• 1980: The Enemy Is At Home


    The Enemy Is At Home

    Published in Socialist Worker 19 January 1980, as one of the regular columns I wrote in 1979-80 under the title: “It’s  The Same the Whole World Over”.


    Faced with accelerating inflation, an energy crisis and the collapse of public services, Jimmy Carter and Margaret Thatcher have discovered a solution of striking originality…. blame the Russians.

    If the pronouncements of a horde of politicians and newspapermen are to be believed, the main threat today is not falling living standards, but the arrival of Russian troops amid the snowy mountains of central Asia.

    The West, we are told, has been too soft; Russia is fundamentally shifting the balance of power in the world to its own advantage.

    Now it is of course true that the men who rule Russia are quite capable of land-grabbing when the opportunity presents itself.

    The present bunch are no different in nature from the Stalin gang who forced their political and economic domination onto Eastern Europe at the end of the Second World War.

    And it is also true that Russia is a formidable military power. No one knows that better than the Russian people, who have to pay through the nose for Brezhnev’s tanks and missiles.

    After sixty years of the construction of so-called ‘socialism’, Russia cannot produce enough grain for its own people.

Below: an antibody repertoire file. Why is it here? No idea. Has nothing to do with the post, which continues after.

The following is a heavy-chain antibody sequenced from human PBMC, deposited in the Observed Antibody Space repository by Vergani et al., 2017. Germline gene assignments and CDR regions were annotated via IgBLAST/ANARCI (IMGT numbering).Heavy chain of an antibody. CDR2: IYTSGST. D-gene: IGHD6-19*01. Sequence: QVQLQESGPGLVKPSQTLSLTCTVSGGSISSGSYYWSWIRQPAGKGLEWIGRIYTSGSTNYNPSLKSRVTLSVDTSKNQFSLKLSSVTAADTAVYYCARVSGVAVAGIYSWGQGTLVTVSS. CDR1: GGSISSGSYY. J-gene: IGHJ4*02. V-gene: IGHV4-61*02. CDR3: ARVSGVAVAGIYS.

The economy is stagnating, infant mortality is on the increase. And all because of the arms bill.

    But when all that is conceded it is still arrant nonsense to suggest that the adventure in Afghanistan radically shifts the balance of power in the world.

    For years Russia had influence in the Northern part of Afghanistan while the Americans concreted on the South. Then the US cut down its aid and gave the Russians a free hand. In terms of world politics nothing has changed.


    Again, much is made of the fact that Russia has gained influence in Africa and that the US were driven out of Vietnam.

    But Egypt is now firmly in the US camp and the Afghanistan affair has given Carter a golden opportunity to make pals with the murderous generals in Pakistan.

    Now China is virtually eating out of US hands. American imperialism has scarcely had its teeth drawn.

    Behind the words, action is minimal. No one wants a nuclear war over Afghan snow – though every crisis of this sort does increase the chance that a technical accident or political miscalculation could produce an unwanted holocaust.

    The US have cut grain exports to Russia and limited Russian fishing rights. But these are partial reductions, not total bans.

    Pressure is one thing, but Jimmy Carter has no desire to see Brezhnev threatened by workers rioting for bread.

    For in the last resort, after all the squabbles are over, they both have a vested interest in the same system.

    That’s why international socialists have always argued that the main enemy is at home.

    For the Afghans, that means the Russian army.

    For us it means Thatcher.